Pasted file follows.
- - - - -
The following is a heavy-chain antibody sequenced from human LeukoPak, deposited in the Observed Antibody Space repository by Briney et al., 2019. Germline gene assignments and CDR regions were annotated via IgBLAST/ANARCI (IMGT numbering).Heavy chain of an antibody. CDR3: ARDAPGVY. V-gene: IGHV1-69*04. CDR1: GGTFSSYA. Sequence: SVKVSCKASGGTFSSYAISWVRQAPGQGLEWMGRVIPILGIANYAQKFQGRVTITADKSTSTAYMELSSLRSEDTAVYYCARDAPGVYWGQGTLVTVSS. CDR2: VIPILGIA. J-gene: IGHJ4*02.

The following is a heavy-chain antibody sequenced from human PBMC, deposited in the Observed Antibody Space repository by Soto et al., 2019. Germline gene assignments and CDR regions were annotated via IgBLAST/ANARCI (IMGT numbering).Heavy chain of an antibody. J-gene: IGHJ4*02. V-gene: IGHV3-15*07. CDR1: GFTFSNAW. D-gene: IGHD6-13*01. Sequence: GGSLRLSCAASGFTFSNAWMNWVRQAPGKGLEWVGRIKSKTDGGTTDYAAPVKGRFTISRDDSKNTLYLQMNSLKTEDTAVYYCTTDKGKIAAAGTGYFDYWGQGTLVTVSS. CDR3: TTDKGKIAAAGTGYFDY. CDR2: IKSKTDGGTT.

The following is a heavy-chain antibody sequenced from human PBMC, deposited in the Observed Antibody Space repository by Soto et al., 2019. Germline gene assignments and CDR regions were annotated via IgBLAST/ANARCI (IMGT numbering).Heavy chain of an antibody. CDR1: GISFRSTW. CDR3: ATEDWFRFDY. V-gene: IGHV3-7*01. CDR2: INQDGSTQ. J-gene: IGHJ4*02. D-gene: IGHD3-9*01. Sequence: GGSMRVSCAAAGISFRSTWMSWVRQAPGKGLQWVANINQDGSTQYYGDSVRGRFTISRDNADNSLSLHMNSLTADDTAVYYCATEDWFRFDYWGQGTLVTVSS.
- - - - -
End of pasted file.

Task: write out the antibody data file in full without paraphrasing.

The following is a heavy-chain antibody sequenced from human LeukoPak, deposited in the Observed Antibody Space repository by Briney et al., 2019. Germline gene assignments and CDR regions were annotated via IgBLAST/ANARCI (IMGT numbering).Heavy chain of an antibody. CDR3: ARDAPGVY. V-gene: IGHV1-69*04. CDR1: GGTFSSYA. Sequence: SVKVSCKASGGTFSSYAISWVRQAPGQGLEWMGRVIPILGIANYAQKFQGRVTITADKSTSTAYMELSSLRSEDTAVYYCARDAPGVYWGQGTLVTVSS. CDR2: VIPILGIA. J-gene: IGHJ4*02.

The following is a heavy-chain antibody sequenced from human PBMC, deposited in the Observed Antibody Space repository by Soto et al., 2019. Germline gene assignments and CDR regions were annotated via IgBLAST/ANARCI (IMGT numbering).Heavy chain of an antibody. J-gene: IGHJ4*02. V-gene: IGHV3-15*07. CDR1: GFTFSNAW. D-gene: IGHD6-13*01. Sequence: GGSLRLSCAASGFTFSNAWMNWVRQAPGKGLEWVGRIKSKTDGGTTDYAAPVKGRFTISRDDSKNTLYLQMNSLKTEDTAVYYCTTDKGKIAAAGTGYFDYWGQGTLVTVSS. CDR3: TTDKGKIAAAGTGYFDY. CDR2: IKSKTDGGTT.

The following is a heavy-chain antibody sequenced from human PBMC, deposited in the Observed Antibody Space repository by Soto et al., 2019. Germline gene assignments and CDR regions were annotated via IgBLAST/ANARCI (IMGT numbering).Heavy chain of an antibody. CDR1: GISFRSTW. CDR3: ATEDWFRFDY. V-gene: IGHV3-7*01. CDR2: INQDGSTQ. J-gene: IGHJ4*02. D-gene: IGHD3-9*01. Sequence: GGSMRVSCAAAGISFRSTWMSWVRQAPGKGLQWVANINQDGSTQYYGDSVRGRFTISRDNADNSLSLHMNSLTADDTAVYYCATEDWFRFDYWGQGTLVTVSS.